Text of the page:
Saudi Arabia: Detained human rights defenders subjected to numerous abuses, including being held past end of sentences


Saudi authorities continue their systematic targeting of detained human rights defenders and other activists, several of whom have been forcibly disappeared for months. The Gulf Centre for Human Rights (GCHR) condemns the practice of keeping imprisoned human rights defenders who have completed their sentences in prison in order to prevent them from carrying out their peaceful and legitimate human rights work.  

Human rights defender Dr. Mohammed Al-Qahtani forcibly disappeared 

GCHR once again declares its extreme concern about the safety and well-being of prominent human rights defender Dr. Mohammed Al-Qahtani (pictured above left), who has been forcibly disappeared by Saudi authorities for more than four months. We call for a strong international response against the authorities' refusal to disclose any reliable information confirming the whereabouts of Dr. Al-Qahtani. Please take action to #FreeAlQahtani!

On 24 February 2023, Dr. Al-Qahtani’s wife, human rights defender Maha Al-Qahtani, tweeted: "My husband is still under enforced disappearance for more than four months, and this violation began a month before the end of his unfair sentence. Why does the person responsible for this intentionally violate and ignore the laws!? Why is he not held accountable!? Who is behind that!? Where is my husband?"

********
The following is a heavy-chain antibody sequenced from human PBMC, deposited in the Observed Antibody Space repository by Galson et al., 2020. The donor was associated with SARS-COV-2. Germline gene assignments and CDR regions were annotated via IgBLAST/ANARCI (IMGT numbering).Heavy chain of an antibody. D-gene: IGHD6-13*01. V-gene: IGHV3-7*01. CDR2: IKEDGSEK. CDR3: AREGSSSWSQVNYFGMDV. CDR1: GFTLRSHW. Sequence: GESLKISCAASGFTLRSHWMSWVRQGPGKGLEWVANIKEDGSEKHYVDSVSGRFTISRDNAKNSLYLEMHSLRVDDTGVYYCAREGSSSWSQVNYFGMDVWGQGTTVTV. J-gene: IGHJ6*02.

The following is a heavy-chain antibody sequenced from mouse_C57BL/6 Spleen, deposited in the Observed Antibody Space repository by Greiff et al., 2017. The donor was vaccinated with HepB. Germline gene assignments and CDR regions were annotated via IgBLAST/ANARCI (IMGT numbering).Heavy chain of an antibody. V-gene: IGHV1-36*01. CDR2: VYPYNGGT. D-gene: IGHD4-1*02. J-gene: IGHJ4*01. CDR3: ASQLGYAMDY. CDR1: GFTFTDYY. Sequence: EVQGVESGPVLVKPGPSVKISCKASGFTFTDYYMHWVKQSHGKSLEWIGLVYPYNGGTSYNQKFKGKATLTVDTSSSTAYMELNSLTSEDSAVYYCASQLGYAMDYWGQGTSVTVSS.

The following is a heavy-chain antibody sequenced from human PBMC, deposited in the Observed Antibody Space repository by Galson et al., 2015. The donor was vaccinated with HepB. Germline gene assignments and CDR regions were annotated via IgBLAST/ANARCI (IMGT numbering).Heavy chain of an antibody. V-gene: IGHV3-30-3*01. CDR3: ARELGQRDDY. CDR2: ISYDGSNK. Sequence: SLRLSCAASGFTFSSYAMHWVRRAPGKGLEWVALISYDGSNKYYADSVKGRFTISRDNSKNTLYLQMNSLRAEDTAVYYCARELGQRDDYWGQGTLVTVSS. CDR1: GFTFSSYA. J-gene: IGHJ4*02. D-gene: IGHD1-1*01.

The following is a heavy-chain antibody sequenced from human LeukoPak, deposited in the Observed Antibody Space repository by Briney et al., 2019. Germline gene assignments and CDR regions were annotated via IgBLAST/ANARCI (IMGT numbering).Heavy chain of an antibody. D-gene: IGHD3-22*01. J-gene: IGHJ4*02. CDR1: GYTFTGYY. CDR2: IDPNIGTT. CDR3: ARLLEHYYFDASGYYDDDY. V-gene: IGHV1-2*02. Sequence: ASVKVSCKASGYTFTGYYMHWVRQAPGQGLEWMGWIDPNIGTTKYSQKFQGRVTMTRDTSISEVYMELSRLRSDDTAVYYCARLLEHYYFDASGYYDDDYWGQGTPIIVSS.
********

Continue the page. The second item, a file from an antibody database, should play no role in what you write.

The last time his family heard from him was on 24 October 2022, when he called from Al-Ha’ir Reformatory Prison in Riyadh. He was due for release on 22 November 2022 after serving a 10-year prison sentence. His disappearance comes after his wife filed a complaint on 10 October 2022 with the prison director about her husband being repeatedly assaulted by inmates suffering from mental illnesses who are in the same ward (8a).

Repeated appeals by GCHR and partners have previously called for the release of Dr. Al-Qahtani, who won the Right Livelihood Award in 2018 for his commitment to promoting human rights and advancing democratic reforms in Saudi Arabia.

Last week, 09 March 2023 marked the 10th anniversary of his arrest due to his peaceful and ligitimate human rights activities.

Human rights defender Issa Al-Nukhaifi forcibly disappeared  

Repeated local reports received by GCHR confirmed that human rights defender Issa Al-Nukhaifi (pictured above right) was transferred on 24 October 2022 from Al-Ha’ir Reformatory Prison in Riyadh to an unknown destination, and there is no information about his current whereabouts. It was hoped that he would be released after he completed his sentence on 18 December 2022.